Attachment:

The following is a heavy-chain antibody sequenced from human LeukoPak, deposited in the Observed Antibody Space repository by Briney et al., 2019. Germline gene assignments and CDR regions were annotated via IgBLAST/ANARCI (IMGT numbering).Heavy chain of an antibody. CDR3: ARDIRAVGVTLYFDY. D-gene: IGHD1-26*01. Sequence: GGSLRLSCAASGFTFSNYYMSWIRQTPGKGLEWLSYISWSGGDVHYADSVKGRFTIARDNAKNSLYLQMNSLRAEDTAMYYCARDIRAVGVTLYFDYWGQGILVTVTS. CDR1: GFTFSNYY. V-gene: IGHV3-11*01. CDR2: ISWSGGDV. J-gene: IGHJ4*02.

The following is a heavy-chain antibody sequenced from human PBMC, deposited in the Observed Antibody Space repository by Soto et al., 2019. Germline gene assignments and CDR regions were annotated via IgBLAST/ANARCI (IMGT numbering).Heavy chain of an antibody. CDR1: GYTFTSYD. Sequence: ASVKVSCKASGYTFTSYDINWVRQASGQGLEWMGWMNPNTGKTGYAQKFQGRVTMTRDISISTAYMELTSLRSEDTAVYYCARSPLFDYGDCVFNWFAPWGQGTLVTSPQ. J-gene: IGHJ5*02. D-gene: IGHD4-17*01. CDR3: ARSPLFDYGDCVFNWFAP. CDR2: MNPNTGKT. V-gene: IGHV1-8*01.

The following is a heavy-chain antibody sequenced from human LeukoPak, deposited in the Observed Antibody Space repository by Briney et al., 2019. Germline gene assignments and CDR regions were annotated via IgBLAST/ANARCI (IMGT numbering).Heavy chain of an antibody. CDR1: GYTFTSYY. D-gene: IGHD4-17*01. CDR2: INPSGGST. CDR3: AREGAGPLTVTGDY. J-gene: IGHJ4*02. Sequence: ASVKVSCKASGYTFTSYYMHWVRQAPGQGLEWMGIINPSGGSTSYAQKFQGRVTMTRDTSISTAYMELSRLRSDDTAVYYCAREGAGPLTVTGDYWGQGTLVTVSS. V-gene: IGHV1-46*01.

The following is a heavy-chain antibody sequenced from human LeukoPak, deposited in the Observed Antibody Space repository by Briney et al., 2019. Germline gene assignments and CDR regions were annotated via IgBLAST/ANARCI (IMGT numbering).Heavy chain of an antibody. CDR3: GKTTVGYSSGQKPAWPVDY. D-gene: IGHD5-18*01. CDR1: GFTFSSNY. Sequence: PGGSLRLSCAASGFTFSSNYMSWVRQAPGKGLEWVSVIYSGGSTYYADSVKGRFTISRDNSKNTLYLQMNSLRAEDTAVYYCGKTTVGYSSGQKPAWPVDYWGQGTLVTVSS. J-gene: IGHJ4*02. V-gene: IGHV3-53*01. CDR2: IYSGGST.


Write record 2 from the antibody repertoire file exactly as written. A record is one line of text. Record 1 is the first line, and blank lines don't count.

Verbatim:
The following is a heavy-chain antibody sequenced from human PBMC, deposited in the Observed Antibody Space repository by Soto et al., 2019. Germline gene assignments and CDR regions were annotated via IgBLAST/ANARCI (IMGT numbering).Heavy chain of an antibody. CDR1: GYTFTSYD. Sequence: ASVKVSCKASGYTFTSYDINWVRQASGQGLEWMGWMNPNTGKTGYAQKFQGRVTMTRDISISTAYMELTSLRSEDTAVYYCARSPLFDYGDCVFNWFAPWGQGTLVTSPQ. J-gene: IGHJ5*02. D-gene: IGHD4-17*01. CDR3: ARSPLFDYGDCVFNWFAP. CDR2: MNPNTGKT. V-gene: IGHV1-8*01.